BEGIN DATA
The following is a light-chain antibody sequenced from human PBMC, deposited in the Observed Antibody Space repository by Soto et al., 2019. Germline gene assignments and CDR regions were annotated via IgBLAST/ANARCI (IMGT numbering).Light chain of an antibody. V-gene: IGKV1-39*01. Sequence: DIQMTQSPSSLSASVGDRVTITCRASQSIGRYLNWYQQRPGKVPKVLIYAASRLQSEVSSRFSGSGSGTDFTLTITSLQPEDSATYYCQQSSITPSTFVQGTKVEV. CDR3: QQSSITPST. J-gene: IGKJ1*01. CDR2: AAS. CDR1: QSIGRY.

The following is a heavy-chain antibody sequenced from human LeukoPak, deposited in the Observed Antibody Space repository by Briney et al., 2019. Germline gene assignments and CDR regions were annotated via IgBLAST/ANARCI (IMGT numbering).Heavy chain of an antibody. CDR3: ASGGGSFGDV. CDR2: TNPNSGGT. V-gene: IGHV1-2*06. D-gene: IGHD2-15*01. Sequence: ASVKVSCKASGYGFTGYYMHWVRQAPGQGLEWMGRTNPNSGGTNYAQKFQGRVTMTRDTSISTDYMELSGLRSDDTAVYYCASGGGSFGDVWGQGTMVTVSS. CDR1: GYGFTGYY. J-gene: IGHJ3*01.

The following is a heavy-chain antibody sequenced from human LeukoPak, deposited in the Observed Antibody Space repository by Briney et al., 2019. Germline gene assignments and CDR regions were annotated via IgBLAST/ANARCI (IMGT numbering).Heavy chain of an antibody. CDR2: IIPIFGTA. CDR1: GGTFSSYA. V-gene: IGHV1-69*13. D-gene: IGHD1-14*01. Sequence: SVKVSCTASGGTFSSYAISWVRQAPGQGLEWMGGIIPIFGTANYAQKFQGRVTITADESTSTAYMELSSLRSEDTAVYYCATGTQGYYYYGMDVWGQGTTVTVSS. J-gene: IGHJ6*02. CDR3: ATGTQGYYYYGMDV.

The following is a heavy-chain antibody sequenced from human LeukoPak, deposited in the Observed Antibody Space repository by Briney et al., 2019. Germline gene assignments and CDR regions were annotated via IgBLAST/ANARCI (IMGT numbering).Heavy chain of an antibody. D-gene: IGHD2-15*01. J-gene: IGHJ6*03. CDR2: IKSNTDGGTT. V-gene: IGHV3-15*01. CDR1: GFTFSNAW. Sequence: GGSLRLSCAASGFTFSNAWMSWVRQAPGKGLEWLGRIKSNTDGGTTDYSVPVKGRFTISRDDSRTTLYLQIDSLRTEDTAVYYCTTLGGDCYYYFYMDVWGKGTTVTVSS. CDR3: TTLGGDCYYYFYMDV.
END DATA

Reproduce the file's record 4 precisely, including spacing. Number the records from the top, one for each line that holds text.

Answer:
The following is a heavy-chain antibody sequenced from human LeukoPak, deposited in the Observed Antibody Space repository by Briney et al., 2019. Germline gene assignments and CDR regions were annotated via IgBLAST/ANARCI (IMGT numbering).Heavy chain of an antibody. D-gene: IGHD2-15*01. J-gene: IGHJ6*03. CDR2: IKSNTDGGTT. V-gene: IGHV3-15*01. CDR1: GFTFSNAW. Sequence: GGSLRLSCAASGFTFSNAWMSWVRQAPGKGLEWLGRIKSNTDGGTTDYSVPVKGRFTISRDDSRTTLYLQIDSLRTEDTAVYYCTTLGGDCYYYFYMDVWGKGTTVTVSS. CDR3: TTLGGDCYYYFYMDV.